• Saatchi was Hirst’s main patron and ensured that his favourite received plenty of press coverage. Hirst also had a flair for self-promotion and marketing. Like his patron, he was an entrepreneur who curated mixed exhibitions with absurd titles and undertook a variety of business ventures.
  • When giving interviews Damien Hirst tends to make contradictory statements and admits his opinions may be different the next day so any quotes must be read with caution. About art, fame and celebrity, Hirst has remarked:“Art’s about life and the art world’s about money, and money and celebrity are just tiny aspects of life. So if you keep your perspective on that, it’s fine. I think art should be able to deal with celebrity. I don’t think you should ever let celebrity become more important than art but I think it’s a part of it. I think a desire to be famous is a desire to live forever which is very fundamental to art.”
  • In and Out of Love (1991) In this work canvases were hung with chrysalises in a closed room; the butterflies, hatched, fed off sugared water, flew, bred and died – some inadvertedly by art lovers. In a separate room, their bodies were painted into the bright colours of other canvases.  The work was symptomatic of various recent developments on the British art scene. Non-art objects, or beings, brought into contact with traditional fine-art materials and modes of display, such as the gallery and private views.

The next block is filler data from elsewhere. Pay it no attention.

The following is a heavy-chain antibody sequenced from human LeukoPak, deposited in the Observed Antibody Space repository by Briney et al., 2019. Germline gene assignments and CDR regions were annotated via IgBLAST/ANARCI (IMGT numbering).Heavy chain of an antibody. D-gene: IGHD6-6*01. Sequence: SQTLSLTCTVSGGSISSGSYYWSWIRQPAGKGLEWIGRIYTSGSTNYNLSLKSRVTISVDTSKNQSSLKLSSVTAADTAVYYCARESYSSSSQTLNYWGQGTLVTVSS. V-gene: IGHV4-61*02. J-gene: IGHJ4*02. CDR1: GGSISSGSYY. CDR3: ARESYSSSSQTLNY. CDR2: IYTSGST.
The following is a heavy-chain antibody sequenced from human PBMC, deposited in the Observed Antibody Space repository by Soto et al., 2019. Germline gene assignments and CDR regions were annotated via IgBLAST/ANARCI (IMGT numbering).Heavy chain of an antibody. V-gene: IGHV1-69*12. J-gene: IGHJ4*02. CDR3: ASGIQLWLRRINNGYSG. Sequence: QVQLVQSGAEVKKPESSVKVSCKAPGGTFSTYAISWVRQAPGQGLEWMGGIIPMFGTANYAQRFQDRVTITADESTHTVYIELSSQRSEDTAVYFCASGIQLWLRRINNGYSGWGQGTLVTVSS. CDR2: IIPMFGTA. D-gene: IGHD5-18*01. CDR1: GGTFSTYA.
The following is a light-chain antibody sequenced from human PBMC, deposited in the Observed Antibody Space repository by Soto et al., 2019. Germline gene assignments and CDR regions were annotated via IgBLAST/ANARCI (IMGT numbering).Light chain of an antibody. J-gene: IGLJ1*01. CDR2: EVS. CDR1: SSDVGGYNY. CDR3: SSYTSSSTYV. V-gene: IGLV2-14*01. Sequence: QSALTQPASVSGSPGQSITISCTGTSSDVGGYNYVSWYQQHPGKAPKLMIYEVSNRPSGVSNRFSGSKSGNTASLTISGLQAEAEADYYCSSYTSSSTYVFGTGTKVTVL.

• like Andy Warhol, Damien Hirst was willing to endorse products, such as Absolut Vodka, and to make advertisements for billboards and television, to direct pop music videos (Country House for Blur) and to design record cover albumsStallabrass has argued that Hirst’s work now functions like a logo for the artist’s personality and that he is able to market his work successfully because of his celebrity status.Hirst: work and identity are not strictly seperable, he is the pioneer of this approach and its most prominent exponent.(This is different from the celebrity artists enjoyed by British artists in the past, there have of course been previous isolated examples in Britain and the USA) Hirst: unusually for a contemporary artist receives a great deal of mass media attention and not for the usual reason that contemporary art gathered column inches in the past, that public money has been wasted on it. He is as much known for his lifestyle as for his art and he takes care to ensure they are thoroughly entangled.